A body found on the side of Spooner Summit on Aug. 10 has been identified, but officials are no closer to finding the man's next of kin.
An autopsy revealed that Nathan Israel Frank, 79, died in his sleep of natural causes at least two days before a motorist spotted his remains in a ravine on the northbound side of Highway 50 West, halfway between Carson City and Spooner Summit.
According to Alan Glover, administrator and clerk recorder for Carson City, all he knows about Frank is his name, date of birth and date of death. After that the leads have dried up.
At first glance when his body was found, Frank's situation appeared to be typical of any number of transients who make their home in the wilderness surrounding the capital city. He was lying on a plastic tarp laid out like a bed. His head rested on a bunched up blanket. Surrounding the tarp were plastic grocery bags containing balled up plastic grocery bags and other odds and ends. A backpack and spare shoes were found nearby.
But when detectives arrived on scene to investigate, a California senior citizen identification card that expires in 2013 was found in his pocket. The picture showed Frank with a neatly trimmed white hair, mustache and goatee. He wore a pressed flannel shirt and a slight smile.
He looked like he could be somebody's father, said coroner Ruth Rhines. He did not look like a man who would die alone in his sleep alongside an interstate highway, she said.
According to the California Department of Motor Vehicles, senior citizen ID cards are valid for 10 years. That, along with the listed street address in Palmdale, Calif., would indicate that in 2003, Frank wasn't a transient.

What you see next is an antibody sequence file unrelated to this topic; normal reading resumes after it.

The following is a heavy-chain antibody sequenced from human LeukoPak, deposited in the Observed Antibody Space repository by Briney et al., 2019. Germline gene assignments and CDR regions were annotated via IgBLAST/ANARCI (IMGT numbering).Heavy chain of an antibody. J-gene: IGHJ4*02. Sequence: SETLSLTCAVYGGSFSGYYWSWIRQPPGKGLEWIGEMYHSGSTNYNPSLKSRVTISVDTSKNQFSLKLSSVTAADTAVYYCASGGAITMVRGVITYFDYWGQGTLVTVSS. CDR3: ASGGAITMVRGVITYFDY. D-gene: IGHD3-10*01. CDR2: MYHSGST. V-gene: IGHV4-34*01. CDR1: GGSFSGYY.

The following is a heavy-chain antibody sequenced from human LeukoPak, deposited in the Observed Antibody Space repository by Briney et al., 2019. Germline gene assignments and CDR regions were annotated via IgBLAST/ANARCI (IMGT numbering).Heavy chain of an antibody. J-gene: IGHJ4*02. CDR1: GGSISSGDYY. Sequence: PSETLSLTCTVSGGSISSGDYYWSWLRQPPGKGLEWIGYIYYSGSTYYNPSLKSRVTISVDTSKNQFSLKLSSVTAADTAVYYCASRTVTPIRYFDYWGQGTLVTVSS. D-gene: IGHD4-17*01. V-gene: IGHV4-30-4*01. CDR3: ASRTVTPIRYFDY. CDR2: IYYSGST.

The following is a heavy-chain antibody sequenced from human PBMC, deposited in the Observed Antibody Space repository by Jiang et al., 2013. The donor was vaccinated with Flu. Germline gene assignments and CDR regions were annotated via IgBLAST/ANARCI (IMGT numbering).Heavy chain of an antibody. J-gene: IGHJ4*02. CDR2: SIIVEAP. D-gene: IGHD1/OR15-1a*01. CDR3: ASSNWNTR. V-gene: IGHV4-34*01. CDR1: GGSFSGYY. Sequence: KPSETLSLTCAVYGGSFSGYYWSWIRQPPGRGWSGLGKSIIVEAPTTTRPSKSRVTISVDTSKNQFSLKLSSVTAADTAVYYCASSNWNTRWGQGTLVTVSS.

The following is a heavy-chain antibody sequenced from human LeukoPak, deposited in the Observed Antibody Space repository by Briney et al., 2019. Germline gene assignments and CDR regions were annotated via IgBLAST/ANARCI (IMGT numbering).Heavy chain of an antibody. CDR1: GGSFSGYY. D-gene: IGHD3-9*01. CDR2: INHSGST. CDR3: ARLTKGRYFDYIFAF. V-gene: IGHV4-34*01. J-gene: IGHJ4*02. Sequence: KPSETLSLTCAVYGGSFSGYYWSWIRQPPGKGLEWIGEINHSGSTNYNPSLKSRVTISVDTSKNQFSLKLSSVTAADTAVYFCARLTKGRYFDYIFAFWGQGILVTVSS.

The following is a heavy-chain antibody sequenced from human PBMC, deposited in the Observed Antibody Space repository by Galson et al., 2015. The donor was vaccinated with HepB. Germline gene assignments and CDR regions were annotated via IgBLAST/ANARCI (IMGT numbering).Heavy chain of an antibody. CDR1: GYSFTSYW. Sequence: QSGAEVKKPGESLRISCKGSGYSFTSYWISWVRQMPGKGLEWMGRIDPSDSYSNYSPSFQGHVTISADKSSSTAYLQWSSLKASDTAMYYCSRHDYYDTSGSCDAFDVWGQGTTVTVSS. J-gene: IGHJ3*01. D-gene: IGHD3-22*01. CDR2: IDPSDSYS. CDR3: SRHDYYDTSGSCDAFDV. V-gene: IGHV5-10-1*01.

Something else was atypical about Frank's remains as well.
In the pocket of his shirt, police found $1,300 in cash. The following day, at the morgue in Reno, a pathologist discovered another $330 in the pocket of his blue jeans.
In Frank's wallet, Glover found a card with a phone number that stated it was from "brother." But when he called the number in Pennsylvania, he was told that they were not blood related.
"He said they were just brothers in Christ. He'd picked (Frank) up one day along the freeway in Pennsylvania two years ago. And (Frank) kept his card," Glover said. "Nathan told the man that he'd pretty much been a hobo for 50 years."
With his authority as administrator, Glover allowed the mortuary to cremate Frank's remains. They will be stored for at least a year before Glover decides what to do with them if no family is found. State law dictates that in the event no next of kin is found, any money belonging to Frank, less the cost of cremation, will go into the State of Nevada Permanent School Fund established in 1956.
In the interim, Glover said, he will keep searching.
After finally getting a death certificate issued, Glover will send it off to the Social Security Administration and obtain Frank's number. That should help to unravel the mystery of his past, he said.
"There's information on him tucked away somewhere," Glover opined. "I've just got to pry it out of somebody."
Anyone with information on Nathan Israel Frank is asked to call Glover at 887-2260.
- Contact reporter F.T. Norton at email@example.com or 881-1213.